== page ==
A framework for region-based instrumentation of energy consumption of program executions

A framework for region-based instrumentation of energy consumption of program executions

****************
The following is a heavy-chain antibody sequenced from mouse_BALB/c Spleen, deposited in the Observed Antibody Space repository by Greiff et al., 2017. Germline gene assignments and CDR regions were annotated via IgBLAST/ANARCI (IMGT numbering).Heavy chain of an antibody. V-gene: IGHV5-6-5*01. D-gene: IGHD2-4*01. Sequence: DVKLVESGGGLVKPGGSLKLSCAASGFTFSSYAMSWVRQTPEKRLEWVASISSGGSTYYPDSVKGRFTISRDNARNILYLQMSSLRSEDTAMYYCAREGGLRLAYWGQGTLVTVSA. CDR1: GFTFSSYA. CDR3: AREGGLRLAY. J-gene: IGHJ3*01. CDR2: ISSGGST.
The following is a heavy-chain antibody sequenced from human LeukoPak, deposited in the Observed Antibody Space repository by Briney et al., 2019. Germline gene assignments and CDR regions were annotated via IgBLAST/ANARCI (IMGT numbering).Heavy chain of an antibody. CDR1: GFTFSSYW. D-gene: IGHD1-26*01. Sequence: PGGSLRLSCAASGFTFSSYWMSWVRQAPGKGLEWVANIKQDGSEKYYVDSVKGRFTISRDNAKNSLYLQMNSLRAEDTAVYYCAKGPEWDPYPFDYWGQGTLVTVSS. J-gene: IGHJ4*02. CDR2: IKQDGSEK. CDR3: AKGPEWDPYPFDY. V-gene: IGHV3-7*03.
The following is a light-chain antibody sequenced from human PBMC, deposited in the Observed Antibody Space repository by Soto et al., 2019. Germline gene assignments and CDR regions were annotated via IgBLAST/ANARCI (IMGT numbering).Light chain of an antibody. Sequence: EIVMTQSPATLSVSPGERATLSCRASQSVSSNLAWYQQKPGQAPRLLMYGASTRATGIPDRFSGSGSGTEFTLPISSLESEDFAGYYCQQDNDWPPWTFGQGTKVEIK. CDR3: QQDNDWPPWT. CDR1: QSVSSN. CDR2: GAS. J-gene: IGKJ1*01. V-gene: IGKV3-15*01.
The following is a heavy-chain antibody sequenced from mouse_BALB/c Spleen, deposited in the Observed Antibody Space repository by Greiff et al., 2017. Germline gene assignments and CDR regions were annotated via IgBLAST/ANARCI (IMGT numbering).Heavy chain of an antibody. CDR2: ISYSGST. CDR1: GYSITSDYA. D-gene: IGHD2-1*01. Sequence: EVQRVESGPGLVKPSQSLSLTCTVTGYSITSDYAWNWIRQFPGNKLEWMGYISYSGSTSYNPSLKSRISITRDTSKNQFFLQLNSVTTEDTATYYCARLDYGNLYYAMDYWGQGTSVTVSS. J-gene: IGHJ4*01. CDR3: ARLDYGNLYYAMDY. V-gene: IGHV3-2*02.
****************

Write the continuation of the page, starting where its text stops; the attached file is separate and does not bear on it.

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  1 A Framework for Region-based Instrumentation of Energy Consumption of Program Executions Simon Ostermann, Thomas S. Eiter, Vlad Nae, and Radu ProdanInstitute of Computer Science, University of Innsbruck, Austria  Abstract —Energy efficiency has become a key issue in computerscience related research and development over the last years.While most approaches focus either on hardware or on software,we propose a solution incorporating both hardware and softwareenabling the measurement the energy consumption of codesegments executed on physical machines. Our novel approach toenergy measurement and instrumentation allows for both state-of-the-art offline analysis, and innovative online measurementsassociated with the code being executed. We present our modulararchitecture which shields the users from in-depth knowledge of their energy measurement hardware, and allows the developmentof code for measurement and instrumentation independent of each instruments’ proprietary interface. Finally, we propose anefficient method for increasing the accuracy of measurements forlow sampling rate measurement devices. I. I NTRODUCTION Energy efficiency has become a key issue in computerscience research and development over the last years. Drivingforces behind this are the ever growing energy consumption of computers worldwide, the trend towards mobile devices, andthe Green IT initiative, aiming to save ecological resourcesduring the lifetime of a product. According to [1], the globalenergy consumption of data centres has more than doubledbetween 2000 and 2005. This sharp rise has slowed downto approximately 56% between 2005 and 2010, partly dueto the technical improvements and partly due to the financialcrisis starting from 2008. As illustrated in Figure 1, the datacentres were responsible for about 0.5% (75 billion kWh) of the world’s energy consumption year 2000, increasing up to1.0% (150 billion kWh) in 2005, and reaching between 1.1%and 1.5% (200 to 275 billion kWh) in 2010. [1, p. 6]. Anotherreason for the increasing importance of energy is the trendtowards mobile devices such as smartphones and tablets thatconquered the market over the last years. For example, inGermany, U.K. and France there were more customers usingmobile devices than personal computers in 2011 [2, p. 2].Regarding energy consumption in computer science, GreenIT has become a major initiative whose major goal is to saveecological resources during lifetime of a hardware or softwareproduct (or a combination of both [3]), covering production,active runtime, recycling and biodegradability. Focusing onenergy, the aim is to consume as little energy as possible duringthe product life-cycle. To curb the energy consumption andimprove energy efficiency, many techniques and technologieshave been invented in the last decade, most of them focusingeither on hardware or on software. Besides the hardware,the software application plays a key role concerning energyconsumption, as it defines which hardware components are  0 50 100 150 200 250 300200020052010    E  n  e  r  g  y  c  o  n  s  u  m  p   t   i  o  n  o   f   d  a   t  a  c  e  n   t  e  r  s  w  o  r   l   d  w   i   d  e   (   i  n   b   i   l   l   i  o  n   k  w   H   ) 0.5 %1.0 %1.1 %1.5 %Percentages refer to worldwide energy consumption in the given year  Fig. 1. Energy consumption of data centres worldwide, based on [1, p. 13]. used, when they are used, and to what degree. Thus, the totalenergy consumption of a code execution on a specific machinedepends on both the machine and on the code characteris-tics. To achieve the best possible energy efficiency, one of the promising approaches is to design self-tuning codes thatreceive online feedback about their energy consumption andallow for fast and precise parameter adjustments for improvingtheir energy efficiency. However, energy measurements in thefield of data centres are coarse grained (e.g. power-rail level,rack level), difficult to collect (e.g. proprietary interfaces,sometimes not available to the users), and are typically notassociated to the codes being executed. Moreover, if energyprofiling data is available and can be associated to the code,it is only available post-mortem (i.e. after the code has beenexecuted) and not online during its execution.To address these issues we propose in this paper an energyinstrumentation and measurement framework which allowsimplementation and easy deployment of self-tuning codes indata centres. Our framework allows for both offline and online(i.e. during execution) analyses by providing detailed energyconsumption data for software program executions with aregion-level granularity. Our modular architecture shields theusers from needing in-depth knowledge of their energy mea-surement hardware, and allows the development of measure-ment and instrumentation code independent of the instrument’sproprietary interface. Finally, we propose an efficient methodfor increasing the accuracy of measurements for low samplingrate measurement devices (e.g. 0.5 – 10 Hertz).The next section describes the framework architecture,  2 Fig. 2. Framework architecture with one server managing two sessions, eachcomprising one measurement device, one client, and the application code. followed by the methodology for energy consumption com-putation in Section III. Section IV presents techniques forimproving the accuracy of energy measurements. Section Vdiscusses the related work and Section VI concludes the paper.II. A RCHITECTURE We propose an energy measurement framework based on aclient-server architecture which allows for easy extensions todifferent programming languages, as only the client part hasto be ported. The architecture allows the server to be run on adifferent physical machine and the deployment of lightweightclients with minimum energy overhead intrusion. A diagramof the proposed architecture with a server and two measure-ment sessions is presented in Figure 2. A server program( PMServer ) is continuously running on a service machine,communicating and managing all measurement devices such asVoltech PM1000+. The other machines electrically connectedto the measurement devices run the code to be measured, whichuses the  PMClient  to retrieve runtime online measurementsfrom the  PMServer . In the following we present the role of each component and the interaction protocols.  A. Measurement server  The  PMServer  is responsible for managing the directcommunication with the measurement devices, hiding thedifferent access methods and data representations of differentdevice types and allowing for easy client access to the mea-surement results via a predefined interface. The server runs ona dedicated machine (i.e. not the machine being instrumented),records power and/or energy measurements from different de-vice types, and makes them available to the clients. To requestdata from the measurement devices, the server implementsthe communication protocols provided and supported by therespective device types as decoupled modules. To maintainthe light coupling of components, the communication and dataexchange with the client is based on a separate communicationprotocol built over TCP/IP, and independent of the proprietarydevice (see Section II-D). For concurrent handling of multiplemeasurement devices, multiple clients, and multiple requests,we employ encapsulated measurement sessions. When a newmeasurement session is initiated, the requested measurementdevice is reserved and a session key used for further session-related requests and authentication by the session owner isgenerated. When a session is ended and its measurementresults are retrieved by the session owner, the session is deletedand the measurement device is freed.  B. Measurement client  The  PMClient  offers a unified code instrumentation in-terface, allowing to start and stop measurements on specificdevices connected to the server, and to collect and processthe corresponding data via simple function calls. The client isthe central piece in our architecture which allows the onlinecollection of measurement data with minimal disruption tothe measured process. Therefore, it is purposely designedas lightweight code, offloading all instrumentation data post-processing to the server to minimise its influence on themeasurements. The client is implemented as a library whichcan be utilised by the code being instrumented. For increasedflexibility, the client library provides multiple interfaces indifferent programming languages (e.g. C++, C, Java). Theclient communicates with the server using the communicationprotocol introduced in Section II-D. C. Measurement session The  PMSession  associates the power/energy measure-ments to a specific code region. A  PMSession  has a life-cycle determined by its associated code region and comprises asequence of procedures designed to initiate, terminate and col-lect measurement data from the device. A typical  PMSession is presented in Figure 3. The first step any instrumentedcode performs in its initialization phase consists of collectinginformation about the available measurement devices (the  getdevices  call) and select the relevant one. Then the relevantregions of code are instrumented for energy consumptionencompassed in a measurement session (line 5) and surroundedby  start  and  stop  session calls (lines 7 and 11). Duringthe  PMSession ’s life-cycle, the  PMServer  continuouslycollects the measurement data from the measurement device,which it aggregates and delivers to the  PMClient  after theend of the session (line 15).  D. Client-server communication protocol The communication protocol for data exchange betweenserver and client is built upon TCP/IP for platform andlanguage independence. The basic format of a client requestis  < HEAD > : < TAIL > , where  HEAD  contains a code definingthe action to be performed on the server, and  TAIL  containsthe corresponding parameters separated by a semicolon. Thesame message format is used for server answers, where  HEAD indicates if the action succeeded or an error occurred, and TAIL  is used for further action-related data.  E. Instrumentation interface The instrumentation interface offers the methods neededto discover the available measurement devices managed by  3 Fig. 3. Interaction protocol between  PMClient ,  PMServer , and measure-ment device during a  PMSession  life-cycle.Listing 1. Code instrumentation example using the C++ interface. 1  # include  < CPPInterface . h >  // C++ Interface 23  int main ( int argc , char  ∗∗  argv ) { 4  // Defining parameters for the session 5  pmCreateNewSession ( ” sessionId ” , ” ” , 5025) ; 6  pmStartSession (0) ;  // Start session on device 0 78  /* Insert HERE the code to measure */ 910  pmStopSession () ; 11  pmRetrieveResults () ; 12  /* Use the desired measurements */ 13  double consumption = pmGetEnergyConsumption () ; 14  pmDeleteSession () ; 15  . . . 16  } a server, to start, stop, suspend, and resume a measurementsession, and to collect, access, and process the measurementdata. The interface is designed for simplicity of use thathides many background operations from the user (e.g. servercommunication, result post-processing). An example of a codeinstrumentation using the C++ interface is given in Listing 1.The intialisation phase consists of creating the measurementsession with a certain ID and indicating the connection detailsfor the  PMServer  (line 5). The measurement begins withthe  pmStartSession  call using the measurement devicewith the specified ID (line 6). The code to be instrumentedshould be placed immediately after the session start call. Themeasurements are stopped with the  pmStopSession  call(line 10), then the values are retrieved from the server (line13). Finally, the instrumentation data is available locally andit can be used, as exemplified in line 12, and eventually thesession can be deleted and the data released (line 14).III. E NERGY CONSUMPTION COMPUTATION Some power measurement devices only provide the basicinstantaneous power consumption readings. Thus, in order toprovide energy measurements even for these legacy devices,our framework records the power consumption during the PMSession  and eventually compute the energy consumption.  140 150 160 170 180 190 200 0 0.5 1 1.5 2 2.5 3 3.5 4 4.5 5    W  a   t   t Time (sec.)Measurement interval 250 ms Continuous power valuesMeasured power values  140 150 160 170 180 190 200 0 0.5 1 1.5 2 2.5 3 3.5 4 4.5 5    W  a   t   t Time (sec.)Measurement interval 500 ms Continuous power valuesMeasured power values Fig. 4. Accuracy deviation using different measurement intervals.  0 5 10 15 20 0 5 10 15 20    D  e  v   i  a   t   i  o  n   i  n   % Session runtime (sec.) Measurement set 1Measurement set 2Measurement set 3Measurement set 4Estimated deviation Fig. 5. Average deviation of calculated versus measured energy consumption. To calculate the exact energy consumption: E   =    t n t 0 P  ( t ) · dt  (1)between the start time  t 0  and end time  t n  of the  PMSession ,we would require continuous values for the power consump-tion. Since only a discrete amount of samples are availabledetermined by the capabilities of the measurement device, weapproximate the energy  ˜ E   using the Riemann sum: ˜ E   = 12  · n − 1  i =0 w i  + w i +1 t i +1  − t i ,  (2)where  [ w 0 ,...,w n ]  represent the measured instantaneouspower consumptions and  [ t 0 ,...,t n ]  their associated times-tamps on the server. The accuracy of the integral approx-imation improves by decreasing measurement interval, asillustrated in Figure 4. The measured code is a CPU intensiveprecise computation of   π . Some measurement devices such asthe built-in integrator circuit of the Voltech PM1000+ offernative support for measuring energy consumption that can beused by our framework additional to the integration method.To assess the accuracy of the energy integration  ˜ E  , we com-pared it with the values measured by the hardware integratorof the Voltech PM1000+ power meter. We run the same CPUintensive code (i.e.  π  computation) with varying target preci-sion resulting in proportionally longer run times, starting from  4  120 130 140 150 160 170 180 190 200 0 0.5 1 1.5 2 2.5 3 3.5 4 4.5 5    W  a   t   t Time (sec.) 0 20 40 60 80 100 0 0.5 1 1.5 2 2.5 3 3.5 4 4.5 5    C   P   U   W  o  r   k   l  o  a   d   i  n   % Time (sec.) ∆ t Fig. 6. Delay between workload and power consumption increase reflectedat the outlet. 1 up to 20 seconds. Figure 5 illustrates the average deviationof the  ˜ E   values as a percentage of the hardware-measuredvalues, corresponding to different  PMSession  durations. Thetrend-line represents an estimation of the average deviation.We observed the highest average divergence of approximately20% during our shortest test sessions lasting 250 milliseconds.Overall, we observed an average deviation of more than 5%only for sessions shorter than 5 seconds. For longer sessions,the average deviation decreases to approximately 1%.IV. I MPROVING THE ACCURACY OF ENERGYMEASUREMENTS We present several methods for improving the accuracyof energy measurements. First, we present in Section IV-Aour approach to minimise the inaccuracy introduced by thedelay between the code execution and its reflected energydraw. Then, we propose in Section IV-B buffering methods foravoiding inaccuracies introduced by measurement truncation.Finally, we present in Section IV-C three methods for aggre-gating measurements collected with the buffering methods.  A. Workload – power consumption delay Because of the long, multi-tier electronic circuitry betweenthe mains outlet and the components involved in actual com-putation (e.g. the processor, the memory), it takes a certainamount of time from the moment when placing a workload ona machine (i.e. executing code) until this state change (i.e. idle-to-load) is reflected in the power consumption (see Figure 6).This delay is caused by multiple high capacitance capacitorsplaced on the power supply line for current stabilisation andnoise filtering purposes. The actual delay  ∆ t  between theworkload increase and the increase in energy consumption ismachine dependent and has to be taken into account to increasethe accuracy of our energy consumption measurements.We determine the typical delay of a machine based on powerconsumption measurements in three steps: (1) a session is runfor measuring the machine’s characteristic power consumption  140 145 150 155 160 165 170 175 180 0 1 2 3    P  o  w  e  r   (  w  a   t   t   ) Time (sec.)   w idle t idle t s w load t load idle phaseload phase Fig. 7. Time and power values available for delay calculation.TABLE I. C HARACTERISTIC WORKLOAD POWER CONSUMPTIONDELAYS  ( d m ). No. CPUs and GPUs Power  d m  w idle Type Count Supplies [seconds] [watt]1. CPU: AMD Opteron    6168 21 0.485 245.074GPU: AMD Radeon HD 5870 12. CPU: AMD Opteron 6168 21 0.412 176.074GPU: Nvidia GeForce GTX 460 13. CPU: Intel Xeon X5650 2 2 0.240 199.7364. CPU: Intel Xeon X5650 22 0.349 371.171GPU: Nvidia GeForce GTX 480 25. CPU: AMD Opteron 885 8 4 0.368 832.8166. CPU: Intel Xeon E7-4870 4 2 0.512 474.2037. CPU: AMD Opteron 8356 8 4 0.242 494.0928. CPU: AMD Opteron 8356 8 4 0.333 508.2449. CPU: AMP Opteron 885 4 2 0.372 423.764 in idle state; (2) a succession of intensive codes combinedwith idle periods are run on the machine and the powerconsumption is monitored; (3) the characteristic workloadpower consumption delay of the machine is computed for eachexecution and the results are aggregated.For each workload measurement session, the following val-ues are available in the last step (see Figure 7): (1) maximumcharacteristic power consumption jitter in the machine idlestate  j m ; (2) session start time  t s ; (3) time  t idle  and power w idle  of the last measurement before  t s ; (4) time  t load   andpower  w load   of first measurement after  t s  for which thecondition  w load  − w idle  > j m  holds. Since for time  t s  no powermeasurement is available (except for the extreme case where t s  =  t idle ), we use  w idle  as reference as it is the temporallynearest power measurement to  t s . To determine the delay valueof a session, we compute first the power increase gradient  F  : F   =  w load   − w idle t load   − t s .  (3)We compute  F   for all code executions and extract the  char-acteristic machine delay : d m  =  t s  − t idle  (4)from the maximum gradient. Using this method, we measuredthe characteristic machine delay of multiple machines aspresented in Table I. We observe for the  9  studied machinesdelays between  240  milliseconds and  512  milliseconds and nocorrelation of   d m  to the number of redundant power suppliesor the machines’ peak power consumptions.  5  120 130 140 150 160 170 180 190 200 0 1 3 4 5 7 8    P  o  w  e  r   (  w  a   t   t   ) Time (sec.)pre bufferingpost bufferingmeasurement sessiontotal logged measurementst 0 t s t e t n w pre w 0 w n w post Fig. 8. Logged values for a measurement session with pre- and post-buffering.  B. Measurement truncation If a measurement session is shorter than the typical measure-ment interval of a device, we obtain at most one measurementwithin this session from which we cannot calculate the overallenergy consumption. For this reason, we log on the serverside a certain additional amount of measurements before thestart and after the end of the session called pre- and post-buffering, as shown in Figure 8. This method also improvesthe accuracy of short sessions with multiple measurements, asthe additional pre- and post-buffering measurements allow usto better interpolate the energy consumption  E  t , as follows: E  t  =  w 0  + w pre 2  · ( t 0  − t s )+ w n  + w post  2  · ( t e  − t n )+ E  m ,  (5)where  t s  is the session start time,  t e  is its end time,  E  m  usthe session energy consumption calculated from measurements w 0  to  w n  captured at times  t 0  to  t n , with  i  ∈  [0 ,n ] :  t s  ≤ t i  ≤  t e , and  w pre ,  w post   is the pre- and post-buffering valuescaptured at times  t pre  and  t post  . Similarly to the delay, nomeasured values are typically available for the session start t s  and end  t e  times unless  t s  =  t 0  or  t e  =  t n . Hence, weuse for interpolation the pre- and post-buffering values  w pre and  w post  , as those are the temporally closest measurementsavailable before  t 0  and after  t n .For a better understanding of the Equation 5 and its use, wegive a short example measuring the idle energy consumptionof an imaginary machine for which the measurement devicemeasures a constant power of 200 Watt every 500 milliseconds.Our measurement session runs for 1.400 milliseconds startingat time  t s  = 50  and ending at time  t e  = 1450 . We have onepre-buffered measurement w 0  at time t 0  = 0 , one post-bufferedmeasurement at time  t 0  = 1500 , and two measurementsat times  t 0  = 500  and  t 1  = 1000 . The measured energyconsumption  E  m  within the session is: E  m  =  P  m  · t m  = 200 W   · (1000 ms  − 500 ms  ) =200 W   · 500 ms   = 100 Ws  .  (6)By applying Equation 5 for calculating the total energy con-sumption  E  t , we obtain: E  t  = 200 W  · (500 ms  − 50 ms  )+200 W  · (1450 ms  − 1000 ms  )+100 Ws   = 90 Ws  + 90 Ws  + 100 Ws   = 280 Ws  .  (7)  0 20 40 60 80 100 120 140 160 180 0 20 40 60 80 100 120    A  c  c  u  r  a  c  y   i  n  p  r  o  v  e  m  e  n   t   % Session Runtime (sec.) Fig. 9. Accuracy improvements using different session runtimes. By comparing the measured and the interpolated energy con-sumption in this example, we get an absolute difference of 180Ws, which means that the accuracy improvement using theinterpolation mechanism is 180%. However, this mechanismis mainly beneficial for short measurement sessions. Figure9 shows the accuracy improvements using different sessionruntimes sharing the same setup as in this example.Pre- and post-buffering further allows us to meet theworkload-energy delay problem described in the previoussection, and use it to offer different measurement selectionfunctionality to the user as described in the next section. C. Measurement aggregation functions Based on the additional measurements available throughpre- and post-buffering, we offer three different (measurement)aggregation functions which determine the range of measure-ments retrieved from the server. a) Skewing:  aggregation function takes into account thecharacteristic delay  d m  of the machine, as described in SectionIV-A. This delay is added to session start  t s  and end  t e  times,so that the new session start  t sn  and session end  t en  correspondto:  t sn  =  t s  +  d m  and  t en  =  t e  +  d m . All measurements inthe  [ t sn ; t en ]  time interval are sent to the client, including theinterpolated values for  t sn  and  t en . b) Graph:  aggregation function detects the increasingand decreasing flanks of a measurement session based onthe measured power consumption values. All measurementsbetween the start of the first increasing flank and the end of the last decreasing flank are sent to the client. This aggregationfunction can be employed only if the energy consumptionincreases at the beginning of a session, and decreases at theend, therefore it is useful for the precise instrumentation of asingle power-intensive code region. c) Basic:  aggregation function is a special case of skew-ing with the machine-specific delay  d m  = 0 . All measurementsbetween the session start and end are sent to the client withoutconsidering the workload energy delay. If necessary, the valuesfor the start and end time are interpolated. This represents thesafe approach in case the characteristic delay of the machineis not known (i.e. skewing cannot be applied) and the userinstruments multiple consecutive power-intensive code regions(i.e. graph cannot be applied).Figure 10 illustrates the value ranges returned when apply-ing the different aggregation functions for measuring a power-intensive test code which computes  π  to a certain precision.The total execution time of the test code is 6 seconds.